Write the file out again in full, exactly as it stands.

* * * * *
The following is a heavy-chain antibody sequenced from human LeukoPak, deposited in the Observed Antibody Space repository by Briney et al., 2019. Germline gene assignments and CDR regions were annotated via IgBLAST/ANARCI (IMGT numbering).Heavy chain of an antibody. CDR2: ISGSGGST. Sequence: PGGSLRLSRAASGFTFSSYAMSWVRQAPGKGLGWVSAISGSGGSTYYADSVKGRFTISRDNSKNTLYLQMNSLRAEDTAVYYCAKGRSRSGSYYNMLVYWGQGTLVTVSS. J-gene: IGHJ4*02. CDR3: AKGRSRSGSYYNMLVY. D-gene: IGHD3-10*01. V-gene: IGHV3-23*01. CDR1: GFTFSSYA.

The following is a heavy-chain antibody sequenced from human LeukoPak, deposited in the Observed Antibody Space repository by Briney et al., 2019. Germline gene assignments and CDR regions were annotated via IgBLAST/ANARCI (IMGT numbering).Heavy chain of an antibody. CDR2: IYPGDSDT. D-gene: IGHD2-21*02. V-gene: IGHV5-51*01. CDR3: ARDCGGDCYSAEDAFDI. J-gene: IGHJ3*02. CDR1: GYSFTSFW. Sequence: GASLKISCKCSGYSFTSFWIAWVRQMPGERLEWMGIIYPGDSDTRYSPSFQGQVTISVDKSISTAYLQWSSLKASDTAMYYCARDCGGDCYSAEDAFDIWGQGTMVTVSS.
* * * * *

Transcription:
The following is a heavy-chain antibody sequenced from human LeukoPak, deposited in the Observed Antibody Space repository by Briney et al., 2019. Germline gene assignments and CDR regions were annotated via IgBLAST/ANARCI (IMGT numbering).Heavy chain of an antibody. CDR2: ISGSGGST. Sequence: PGGSLRLSRAASGFTFSSYAMSWVRQAPGKGLGWVSAISGSGGSTYYADSVKGRFTISRDNSKNTLYLQMNSLRAEDTAVYYCAKGRSRSGSYYNMLVYWGQGTLVTVSS. J-gene: IGHJ4*02. CDR3: AKGRSRSGSYYNMLVY. D-gene: IGHD3-10*01. V-gene: IGHV3-23*01. CDR1: GFTFSSYA.

The following is a heavy-chain antibody sequenced from human LeukoPak, deposited in the Observed Antibody Space repository by Briney et al., 2019. Germline gene assignments and CDR regions were annotated via IgBLAST/ANARCI (IMGT numbering).Heavy chain of an antibody. CDR2: IYPGDSDT. D-gene: IGHD2-21*02. V-gene: IGHV5-51*01. CDR3: ARDCGGDCYSAEDAFDI. J-gene: IGHJ3*02. CDR1: GYSFTSFW. Sequence: GASLKISCKCSGYSFTSFWIAWVRQMPGERLEWMGIIYPGDSDTRYSPSFQGQVTISVDKSISTAYLQWSSLKASDTAMYYCARDCGGDCYSAEDAFDIWGQGTMVTVSS.